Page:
I wonder though if having some books frowned upon and some even *forbidden* (V.C. Andrews, other "sexy" books you'd find @ the grocer,etc.) made me feel that on some level that reading was/is a subversive act.  I have a tendency to have a pull towards anything forbidden and hate to follow rules, thus, my reading always has felt a bit sinister, even if I am reading something mainstream, like Olive Kitwhatever (Pulitzer winner, recently).

I dunno.  I am like a big epitome of a blogging digression.  As I write, I think and as I think....  

I hope readers everywhere have a super Thanksgiving and that they have a lot to read.  I myself am pist @ the chick who is overdue with The Marriage Plot @ my library; bing it back already!!!!

Part of what draws me to good blog is what they look like. I am going to say some things here that might be a bit over to the top, and please understand, they have nothing to do with the aforementioned blog.  There's tumblr blog referred to dot dot dot...   It almost like inappropriate porn, really, but it mostly  illustrates the images-within-the-mind that so many ppl., girls, women, have in their minds if they've also got a weird-o daddy complex, as I do.  And for women who see themselves as much younger than they are, esp. sexually, this tumblr site nails it (no pun intended, iw.)  I am not including a link to this site, as I worry about the legality of it; some of those images are too innocent.  What the images do, the book by Jennifer Belle entitled Little Stalker also does; it encapsulates that pervy impulse we might have to be on the receiving end of a pedophile.  It is a big, huge, unembarrassed Lolita POV.  It is that weird, broken daddy issue that some of us have.  I am growing fucking tired of this issue, btw.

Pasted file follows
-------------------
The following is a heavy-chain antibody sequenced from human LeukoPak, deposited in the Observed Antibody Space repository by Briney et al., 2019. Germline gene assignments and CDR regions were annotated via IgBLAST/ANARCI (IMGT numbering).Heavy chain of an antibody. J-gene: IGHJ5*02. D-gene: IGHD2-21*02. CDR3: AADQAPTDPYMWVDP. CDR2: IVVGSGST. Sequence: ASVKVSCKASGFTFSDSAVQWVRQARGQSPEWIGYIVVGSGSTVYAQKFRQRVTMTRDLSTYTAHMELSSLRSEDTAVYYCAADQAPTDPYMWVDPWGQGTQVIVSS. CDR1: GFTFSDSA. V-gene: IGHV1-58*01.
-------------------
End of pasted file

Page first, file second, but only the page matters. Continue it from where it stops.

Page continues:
Back to the digression:  Am I deluded enough to think I am interesting enough for ppl. to read all of that shit?  I am practicing concision, not IBS of the fucking digits.  Shut it Violet, yer awesome and adorable, and man, sometimes you can spit out a smart sentence or conjure a lucid image, but calm down with the over wordy blathering on.

I write too much; I make sense not often enough; I make too many connection that other people fail to see b/c they do not scare my loosey-goosey brain.  I feel lost in my thinking, often.  I think that this blog in addition to other social media and ALSO the imagery that is not really organic the way it was pre1990's is a recipe for an utter ADD, disorganized disaster of any written thing, written by me.

Only digress. xo

1 comment:

  1. I was reading a short article from The New Yorker from several years ago. It was an essay on David Foster Wallace. He too, was a big insister of digression using many, many footnotes (and other annotations, though I cannot really specify what they are @ this second). He felt that his use of footnotes--and other written digressive tactics--was like having a a second voice in his head. I feel like if I'd met this amazing dude that maybe I would have been too intimidated to really talk with him, and certainly, my writing would not have impressed hi, but on some tiny level, we'd have understood each other. I still have not read anything by DFW, but I intent to. The library only has one of his works, and it is not one of the pieces I'd be interested in; it is a lengthy history of infinity, a sort of literary mathematical work.

    I do wonder though if digression is that sort of circular thinking that the psychiatrist told me. It is not a form of reasoning or logic, but it is more of a way of speaking to another person...It is the notion that I cannot chose what is important over what may be--at least to most ppl.--arbitrary or unimportant.